News Corp. Exec Threatens To Pull FOX From Airwaves Rather Than Let Aereo “Steal” Its Signal

Aereo uses an array of tiny, dedicated antennae to stream over-the-air TV feeds to online subscribers.

Aereo uses an array of tiny, dedicated antennae to stream over-the-air TV feeds to online subscribers.

We’ve told you before about the lawsuits filed against Aereo, the startup service that charges customers a monthly fee to stream broadcast networks over the Internet. Now comes news that TV execs are genuinely considering making their broadcasts unavailable to the antenna-using public rather in an effort to stop Aereo and others from selling their signals.

First came the Reuters interview with Garth Ancier, who has been in charge of programming at NBC, the WB, and FOX. He claims that the networks are seriously considering the possibility of pulling the plug on their over-the-air signals if the networks’ lawsuits against Aereo fail.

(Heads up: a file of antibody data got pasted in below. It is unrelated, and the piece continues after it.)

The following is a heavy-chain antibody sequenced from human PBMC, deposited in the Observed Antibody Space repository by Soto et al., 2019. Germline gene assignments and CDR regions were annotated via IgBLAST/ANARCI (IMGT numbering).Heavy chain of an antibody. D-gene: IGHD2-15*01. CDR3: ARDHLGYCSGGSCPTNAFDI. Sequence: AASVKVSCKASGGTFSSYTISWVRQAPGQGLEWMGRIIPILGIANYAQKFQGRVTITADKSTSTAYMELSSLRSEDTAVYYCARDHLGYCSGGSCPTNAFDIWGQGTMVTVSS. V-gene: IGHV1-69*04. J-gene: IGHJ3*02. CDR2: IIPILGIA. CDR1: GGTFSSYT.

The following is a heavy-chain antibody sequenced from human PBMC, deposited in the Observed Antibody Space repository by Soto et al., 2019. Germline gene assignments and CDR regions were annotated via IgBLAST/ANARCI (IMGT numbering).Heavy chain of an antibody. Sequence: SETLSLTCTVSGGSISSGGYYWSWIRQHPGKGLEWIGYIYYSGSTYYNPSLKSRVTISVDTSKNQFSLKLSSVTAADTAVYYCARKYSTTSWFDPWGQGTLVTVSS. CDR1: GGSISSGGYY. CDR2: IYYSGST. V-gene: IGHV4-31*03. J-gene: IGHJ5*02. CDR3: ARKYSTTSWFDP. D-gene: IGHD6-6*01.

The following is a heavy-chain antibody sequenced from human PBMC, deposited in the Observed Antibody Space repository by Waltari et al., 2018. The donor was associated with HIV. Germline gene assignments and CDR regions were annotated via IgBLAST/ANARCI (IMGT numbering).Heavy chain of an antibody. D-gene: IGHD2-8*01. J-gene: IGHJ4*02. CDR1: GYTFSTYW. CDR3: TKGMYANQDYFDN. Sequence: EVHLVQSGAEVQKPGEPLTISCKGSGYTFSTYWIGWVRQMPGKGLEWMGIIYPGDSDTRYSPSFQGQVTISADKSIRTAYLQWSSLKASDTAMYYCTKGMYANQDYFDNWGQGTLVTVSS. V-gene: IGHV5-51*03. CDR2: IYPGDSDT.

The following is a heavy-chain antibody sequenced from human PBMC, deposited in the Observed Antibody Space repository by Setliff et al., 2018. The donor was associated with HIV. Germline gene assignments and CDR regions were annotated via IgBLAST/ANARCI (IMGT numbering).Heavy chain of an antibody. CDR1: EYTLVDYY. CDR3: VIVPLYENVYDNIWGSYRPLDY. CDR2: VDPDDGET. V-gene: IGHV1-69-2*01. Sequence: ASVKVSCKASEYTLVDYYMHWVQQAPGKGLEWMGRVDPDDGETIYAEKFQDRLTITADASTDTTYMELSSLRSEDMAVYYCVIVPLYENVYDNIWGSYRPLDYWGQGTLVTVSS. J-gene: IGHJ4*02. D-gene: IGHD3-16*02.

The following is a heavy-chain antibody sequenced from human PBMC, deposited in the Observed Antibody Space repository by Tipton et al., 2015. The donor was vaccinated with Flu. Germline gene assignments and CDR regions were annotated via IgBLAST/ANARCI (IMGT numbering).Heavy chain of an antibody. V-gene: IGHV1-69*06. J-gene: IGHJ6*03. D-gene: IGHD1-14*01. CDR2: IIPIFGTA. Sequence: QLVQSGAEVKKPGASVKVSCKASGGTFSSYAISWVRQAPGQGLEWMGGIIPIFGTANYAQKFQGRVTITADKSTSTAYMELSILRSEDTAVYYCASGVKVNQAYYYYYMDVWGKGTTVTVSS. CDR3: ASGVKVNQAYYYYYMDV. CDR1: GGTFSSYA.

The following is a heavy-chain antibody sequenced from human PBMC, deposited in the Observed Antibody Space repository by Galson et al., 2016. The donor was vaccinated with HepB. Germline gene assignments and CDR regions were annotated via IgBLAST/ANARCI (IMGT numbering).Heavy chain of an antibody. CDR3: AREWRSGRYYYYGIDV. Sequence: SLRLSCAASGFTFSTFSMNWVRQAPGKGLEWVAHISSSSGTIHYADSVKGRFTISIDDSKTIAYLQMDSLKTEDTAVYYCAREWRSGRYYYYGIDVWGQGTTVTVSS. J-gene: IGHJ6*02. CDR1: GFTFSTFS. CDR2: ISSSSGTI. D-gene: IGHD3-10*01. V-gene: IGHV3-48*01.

“They won’t have a choice,” Ancier tells Reuters. “When someone attacks your business, sometimes you do something radical.”

At issue is whether or not Aereo is illegally retransmitting network signals. The broadcasters claim it is, but Aereo believes it is getting around retransmission concerns by having an array of tiny antennae, each of which is dedicated to a specific customer. Thus, the company asserts, it’s doing nothing more than connecting a customer to an antenna to access TV; no different than having an antenna on your roof. Obviously, the networks disagree and say that Aereo is acting like a cable or satellite provider, which would usually mean it would pay for the right to retransmit the network feeds.

The issue is still being litigated, with a U.S. Circuit Court of Appeals recently ruling that Aereo be allowed to continue operating while the suit is pending.

Now News Corp.’s Chief Operating Officer says his company could pull its broadcast network, FOX, from the free airwaves if the Aereo suit fails.

“This is not an ideal path we look to pursue, but we can’t sit idly by and let an entity steal our signal,” the News Corp. COO told a broadcasting convention in Las Vegas yesterday. “If we can’t do a fair deal, we could take the whole network to a subscription model.”

News Corp. later clarified the COO’s statement, saying that any change from over-the-air to pay-TV would occur “in collaboration with both our content partners and affiliates.”

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